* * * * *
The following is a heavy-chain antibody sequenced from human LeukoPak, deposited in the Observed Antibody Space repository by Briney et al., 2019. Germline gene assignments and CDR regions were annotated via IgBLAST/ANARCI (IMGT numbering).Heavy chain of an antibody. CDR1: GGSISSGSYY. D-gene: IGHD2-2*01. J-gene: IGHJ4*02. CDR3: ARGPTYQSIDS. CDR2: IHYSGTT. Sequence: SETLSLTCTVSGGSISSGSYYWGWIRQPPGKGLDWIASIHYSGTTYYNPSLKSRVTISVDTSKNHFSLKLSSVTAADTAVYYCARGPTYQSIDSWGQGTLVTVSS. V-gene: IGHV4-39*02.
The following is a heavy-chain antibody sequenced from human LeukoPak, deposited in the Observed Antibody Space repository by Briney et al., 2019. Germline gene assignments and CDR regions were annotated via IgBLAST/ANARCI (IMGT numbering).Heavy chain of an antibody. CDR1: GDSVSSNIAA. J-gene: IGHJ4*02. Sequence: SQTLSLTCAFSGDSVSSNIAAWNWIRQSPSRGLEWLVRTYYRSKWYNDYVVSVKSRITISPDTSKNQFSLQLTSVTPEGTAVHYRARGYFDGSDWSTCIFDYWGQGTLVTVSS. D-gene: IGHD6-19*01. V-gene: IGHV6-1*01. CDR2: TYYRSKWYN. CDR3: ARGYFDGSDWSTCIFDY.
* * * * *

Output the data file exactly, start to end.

The following is a heavy-chain antibody sequenced from human LeukoPak, deposited in the Observed Antibody Space repository by Briney et al., 2019. Germline gene assignments and CDR regions were annotated via IgBLAST/ANARCI (IMGT numbering).Heavy chain of an antibody. CDR1: GGSISSGSYY. D-gene: IGHD2-2*01. J-gene: IGHJ4*02. CDR3: ARGPTYQSIDS. CDR2: IHYSGTT. Sequence: SETLSLTCTVSGGSISSGSYYWGWIRQPPGKGLDWIASIHYSGTTYYNPSLKSRVTISVDTSKNHFSLKLSSVTAADTAVYYCARGPTYQSIDSWGQGTLVTVSS. V-gene: IGHV4-39*02.
The following is a heavy-chain antibody sequenced from human LeukoPak, deposited in the Observed Antibody Space repository by Briney et al., 2019. Germline gene assignments and CDR regions were annotated via IgBLAST/ANARCI (IMGT numbering).Heavy chain of an antibody. CDR1: GDSVSSNIAA. J-gene: IGHJ4*02. Sequence: SQTLSLTCAFSGDSVSSNIAAWNWIRQSPSRGLEWLVRTYYRSKWYNDYVVSVKSRITISPDTSKNQFSLQLTSVTPEGTAVHYRARGYFDGSDWSTCIFDYWGQGTLVTVSS. D-gene: IGHD6-19*01. V-gene: IGHV6-1*01. CDR2: TYYRSKWYN. CDR3: ARGYFDGSDWSTCIFDY.